The 18th century self-educated horologist invented a marine chronometer which revolutionised sea navigation.
Harrison subsequently turned his attention to watchmaking having realised that measuring longitude could be achieved with greater convenience from a pocket watch.
Here is news of two clock and watch fairs held this weekend where vintage pocket watches are likely to be found.
The British Horological Institute’s UK branches hold regular events and two of these clock and watch fairs are running this weekend.
For the Ipswich branch, Josephine Stephens has organised the biannual Essex Clock and Watch Fair for the past three years. The next is on Sunday, April 22, at the Marks Tey Parish Hall, Marks Tey, Colchester.
She said: “We have up to 40 tables and some of the exhibitor BHI members bring along very interesting old clocks, parts etc. Regular dealers here include Kelvedon Clocks from Essex, Oundle Clocks from Peterborough and Pennyfarthing Tools who sell online.”
The BHI is the heartbeat of horology and Stephens also organises its annual clock and watch fair at its HQ, Upton Hall, near Newark, with this year’s event running on Sunday, June 3.
For details of the Essex and BHI fairs contact Josephine Stephens on 07834 235672 or at firstname.lastname@example.org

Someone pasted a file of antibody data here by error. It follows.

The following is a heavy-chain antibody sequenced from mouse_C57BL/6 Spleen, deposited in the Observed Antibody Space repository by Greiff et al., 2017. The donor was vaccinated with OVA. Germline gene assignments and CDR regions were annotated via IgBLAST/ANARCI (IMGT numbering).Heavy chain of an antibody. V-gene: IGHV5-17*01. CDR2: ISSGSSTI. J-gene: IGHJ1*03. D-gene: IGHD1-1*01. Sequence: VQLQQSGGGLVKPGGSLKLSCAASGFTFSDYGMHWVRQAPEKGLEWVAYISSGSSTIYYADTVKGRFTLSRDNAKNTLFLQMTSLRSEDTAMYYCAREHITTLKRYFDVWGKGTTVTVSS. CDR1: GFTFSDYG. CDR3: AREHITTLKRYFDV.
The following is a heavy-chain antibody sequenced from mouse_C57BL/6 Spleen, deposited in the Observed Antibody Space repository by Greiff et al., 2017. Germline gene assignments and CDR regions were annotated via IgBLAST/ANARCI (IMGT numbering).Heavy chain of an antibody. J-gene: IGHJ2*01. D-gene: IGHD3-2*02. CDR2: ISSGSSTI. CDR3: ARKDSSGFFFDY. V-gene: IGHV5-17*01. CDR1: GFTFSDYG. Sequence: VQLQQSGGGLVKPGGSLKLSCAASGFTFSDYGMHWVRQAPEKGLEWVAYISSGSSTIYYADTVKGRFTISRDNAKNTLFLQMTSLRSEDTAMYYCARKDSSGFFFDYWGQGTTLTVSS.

Malcolm Pickering of Pennyfarthing Tools sells online a large selection of horological tools at all prices, some in the high hundreds.
His stock includes avintage German pocket watch bow cutting tool in “very good condition (pictured top) with all the cutters intact and sharp…with the box a little worn, priced at £90”.
Pickering will be bringing this and plenty of other tools to the Essex Clock and Watch Fair.
Watch out for West Country event
An example of what may be found at West Country Clock and Watch Fairs’ event on Sunday, April 22, at the Holiday Inn in Taunton, is the eight-day c.1900 French four-glass clock, sometimes referred to as a library clock, shown top. These often strike the hours and half hours on either a bell or a gong.
This example comes from the collection of Malcolm Pipes, a member of the fairs’ organising committee of BHI’s Bristol branch.